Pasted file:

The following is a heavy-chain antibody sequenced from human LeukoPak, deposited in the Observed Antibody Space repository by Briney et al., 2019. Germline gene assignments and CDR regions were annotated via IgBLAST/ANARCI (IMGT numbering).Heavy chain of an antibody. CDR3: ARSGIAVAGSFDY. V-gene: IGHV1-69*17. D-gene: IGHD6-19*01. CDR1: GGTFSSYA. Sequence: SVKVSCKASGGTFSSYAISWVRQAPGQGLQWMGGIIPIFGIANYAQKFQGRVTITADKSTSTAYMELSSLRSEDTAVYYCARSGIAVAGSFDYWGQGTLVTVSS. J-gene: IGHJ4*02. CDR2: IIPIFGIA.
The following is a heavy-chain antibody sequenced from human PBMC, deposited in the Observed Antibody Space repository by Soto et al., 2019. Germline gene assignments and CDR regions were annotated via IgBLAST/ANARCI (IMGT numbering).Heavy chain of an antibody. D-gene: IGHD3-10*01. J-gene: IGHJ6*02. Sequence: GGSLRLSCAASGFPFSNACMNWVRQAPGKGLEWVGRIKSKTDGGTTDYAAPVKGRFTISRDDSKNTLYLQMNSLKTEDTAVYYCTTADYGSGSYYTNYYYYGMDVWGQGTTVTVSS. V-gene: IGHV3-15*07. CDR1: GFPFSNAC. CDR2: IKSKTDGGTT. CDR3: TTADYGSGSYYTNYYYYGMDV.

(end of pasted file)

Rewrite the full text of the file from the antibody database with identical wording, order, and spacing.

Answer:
The following is a heavy-chain antibody sequenced from human LeukoPak, deposited in the Observed Antibody Space repository by Briney et al., 2019. Germline gene assignments and CDR regions were annotated via IgBLAST/ANARCI (IMGT numbering).Heavy chain of an antibody. CDR3: ARSGIAVAGSFDY. V-gene: IGHV1-69*17. D-gene: IGHD6-19*01. CDR1: GGTFSSYA. Sequence: SVKVSCKASGGTFSSYAISWVRQAPGQGLQWMGGIIPIFGIANYAQKFQGRVTITADKSTSTAYMELSSLRSEDTAVYYCARSGIAVAGSFDYWGQGTLVTVSS. J-gene: IGHJ4*02. CDR2: IIPIFGIA.
The following is a heavy-chain antibody sequenced from human PBMC, deposited in the Observed Antibody Space repository by Soto et al., 2019. Germline gene assignments and CDR regions were annotated via IgBLAST/ANARCI (IMGT numbering).Heavy chain of an antibody. D-gene: IGHD3-10*01. J-gene: IGHJ6*02. Sequence: GGSLRLSCAASGFPFSNACMNWVRQAPGKGLEWVGRIKSKTDGGTTDYAAPVKGRFTISRDDSKNTLYLQMNSLKTEDTAVYYCTTADYGSGSYYTNYYYYGMDVWGQGTTVTVSS. V-gene: IGHV3-15*07. CDR1: GFPFSNAC. CDR2: IKSKTDGGTT. CDR3: TTADYGSGSYYTNYYYYGMDV.